Airliners To Require Two Crew Members In Cockpits


Airlines around the world said Thursday they’ll start requiring two crew members in the cockpit at all times. The change comes after details emerged that the co-pilot of Germanwings Flight 9525 deliberately locked the captain outside the cockpit and crashed the jet into the French Alps on Tuesday, killing all aboard. Norwegian Air Shuttle announced it has been considering the change and now is “speeding up the process.” The low-cost European carrier said the new rule will take effect upon approval from Norway’s aviation authority. The Associated Press reported that other carriers, including Britain’s EasyJet and Air Canada, also will adopt the procedure. The policy has been in place among U.S. airlines following the Sept. 11, 2001, terrorist attacks, requiring that a flight attendant sit in the cockpit if one pilot leaves. Some European airlines, such as Finland’s Finnair, already have a similar policy, the AP reported.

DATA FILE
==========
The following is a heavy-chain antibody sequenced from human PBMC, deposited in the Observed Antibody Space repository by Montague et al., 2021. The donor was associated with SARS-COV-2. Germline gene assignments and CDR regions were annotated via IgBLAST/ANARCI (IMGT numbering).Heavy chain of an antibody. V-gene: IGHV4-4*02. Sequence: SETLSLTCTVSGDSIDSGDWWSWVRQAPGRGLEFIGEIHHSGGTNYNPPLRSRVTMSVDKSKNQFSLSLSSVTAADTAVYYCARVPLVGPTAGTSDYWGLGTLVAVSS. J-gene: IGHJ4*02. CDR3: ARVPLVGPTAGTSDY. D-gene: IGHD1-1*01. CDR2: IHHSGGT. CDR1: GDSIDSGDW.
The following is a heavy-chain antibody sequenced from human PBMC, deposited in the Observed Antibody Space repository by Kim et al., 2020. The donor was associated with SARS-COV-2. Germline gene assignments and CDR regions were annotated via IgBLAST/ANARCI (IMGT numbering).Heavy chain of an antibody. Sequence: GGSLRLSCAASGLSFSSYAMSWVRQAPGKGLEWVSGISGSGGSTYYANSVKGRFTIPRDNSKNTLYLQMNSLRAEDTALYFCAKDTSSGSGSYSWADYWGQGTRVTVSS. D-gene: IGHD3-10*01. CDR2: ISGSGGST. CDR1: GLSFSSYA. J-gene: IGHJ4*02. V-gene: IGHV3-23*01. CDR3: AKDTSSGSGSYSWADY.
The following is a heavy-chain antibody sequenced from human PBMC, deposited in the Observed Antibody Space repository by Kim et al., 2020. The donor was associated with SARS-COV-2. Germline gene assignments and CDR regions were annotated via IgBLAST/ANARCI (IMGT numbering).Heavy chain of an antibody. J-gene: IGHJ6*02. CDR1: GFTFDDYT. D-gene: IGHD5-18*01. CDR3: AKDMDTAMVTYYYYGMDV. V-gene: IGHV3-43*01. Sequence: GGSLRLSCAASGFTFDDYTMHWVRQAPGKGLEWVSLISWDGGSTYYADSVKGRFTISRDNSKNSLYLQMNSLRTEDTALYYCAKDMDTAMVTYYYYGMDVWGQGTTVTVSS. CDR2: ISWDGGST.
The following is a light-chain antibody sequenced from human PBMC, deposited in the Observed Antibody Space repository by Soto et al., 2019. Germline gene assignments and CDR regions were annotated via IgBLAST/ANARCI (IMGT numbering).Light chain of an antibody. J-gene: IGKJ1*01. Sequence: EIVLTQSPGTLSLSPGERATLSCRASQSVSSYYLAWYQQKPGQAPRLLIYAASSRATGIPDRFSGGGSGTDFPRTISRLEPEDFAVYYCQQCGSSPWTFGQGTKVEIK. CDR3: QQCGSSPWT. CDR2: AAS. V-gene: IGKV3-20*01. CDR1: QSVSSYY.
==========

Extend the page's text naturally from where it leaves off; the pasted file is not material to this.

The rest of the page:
The Airbus crashed about 47 minutes into the mid-morning flight from Barcelona to Dusseldorf, killing all 144 passengers and six crew members. The search continues for the flight data recorder, but the cockpit voice recorder revealed that the German co-pilot, Andreas Lubitz, deliberately began a descent from 38,000 feet while the captain was away from the cockpit. The captain could be heard on the recording banging on the door with no response from Lubitz, then the sounds of screaming in the final moments before the Airbus 320 slammed into a mountain, CNN reported Thursday. The A320 cockpit door can be opened from the outside with a code, but it’s not certain whether Lubitz activated a lock from inside the cockpit that would have prevented the captain from opening it, according to the CNN report.